9/11 Twenty Years On

A couple of years ago I posted about this on the Facebook page for this blog, and shared it here too. It will be on the Facebook page again, as my posts are automatically linked to there. I make no apology for repeating myself, as I think this needs to be remembered.

No matter where we are from, it is impossible to comprehend the awfulness of that day, a day which has shaped so much of what has happened since then. This year marks the twentieth anniversary of those atrocities and it feels like an appropriate time to reflect, especially since the recent abandonment of Afghanistan to the Taliban has rendered the likelihood of further terrorist acts more likely than it probably has been at any time since 9/11. It is said that those who don’t learn the lessons of history are doomed to repeat them, and I’m hoping that isn’t true in this case. Time will tell.

Like most people, I guess, I can remember exactly where I was on that fateful day, 11th September 2001, when so many innocent people were murdered and the world changed for ever. For us in the UK, this happened just before 2pm. The guy in the next office rushed in saying ‘you have to see this!’ We spent the next hour or so transfixed with horror at what was unfolding on his computer screen, watching the BBC live news. Work was forgotten for a time, and seemed so inconsequential by comparison.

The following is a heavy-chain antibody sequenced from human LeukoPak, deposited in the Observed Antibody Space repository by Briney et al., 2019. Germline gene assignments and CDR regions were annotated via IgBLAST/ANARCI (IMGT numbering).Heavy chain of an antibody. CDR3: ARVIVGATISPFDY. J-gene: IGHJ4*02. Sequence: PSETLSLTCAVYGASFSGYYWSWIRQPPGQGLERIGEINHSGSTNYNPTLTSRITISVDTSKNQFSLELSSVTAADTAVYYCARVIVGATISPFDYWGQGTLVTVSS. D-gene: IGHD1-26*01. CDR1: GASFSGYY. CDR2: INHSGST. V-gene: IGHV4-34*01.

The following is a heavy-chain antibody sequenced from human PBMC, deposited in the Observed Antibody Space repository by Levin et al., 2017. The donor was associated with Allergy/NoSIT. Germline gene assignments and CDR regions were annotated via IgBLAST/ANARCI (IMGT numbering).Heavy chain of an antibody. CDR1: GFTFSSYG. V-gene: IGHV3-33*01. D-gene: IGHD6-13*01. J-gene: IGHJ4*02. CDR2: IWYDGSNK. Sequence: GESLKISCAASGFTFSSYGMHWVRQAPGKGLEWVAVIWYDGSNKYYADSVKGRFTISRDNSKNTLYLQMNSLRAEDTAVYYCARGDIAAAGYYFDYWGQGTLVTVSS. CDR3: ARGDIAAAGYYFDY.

To honour those who lost their lives, and all those whose heroic efforts helped so many others, I’m dedicating this song to them. An explanation of the song is on Songfacts, and I’m repeating it here as background:

“Grand Central Station is a train terminal in New York City, and a bustling hub of activity. It’s a majestic building where amid the din, travelers can find moments of reflection, as so many journeys started or ended there.

Mary Chapin Carpenter wrote the song after hearing an interview with an iron worker who was one of the first on the scene after the September 11, 2001 attacks on the World Trade Center. The interview aired on a New York City radio station on the first anniversary of the attacks, and it brought Chapin Carpenter to tears. “Those first few days there at ground zero, he felt it was a very holy place,” she told NPR. “When his shifts were over, he felt this lifeforce was somehow asking for his help, and when he would leave his shift he figured, whoever wants to go, I’ll take him with me, and he’d find himself just going to Grand Central Station, standing on the platform, and figuring whoever wanted to go home could just catch the train home.”

Chapin Carpenter immediately started writing the song, and had it finished three days later.”

Whatever you are doing today, I hope you can find four minutes to watch this video. The song is beautiful, and some of the images are almost impossibly heartbreaking. Today is a day for reflection, a day to put aside differences, a day to shed a tear for humanity – whilst hoping that history doesn’t repeat itself..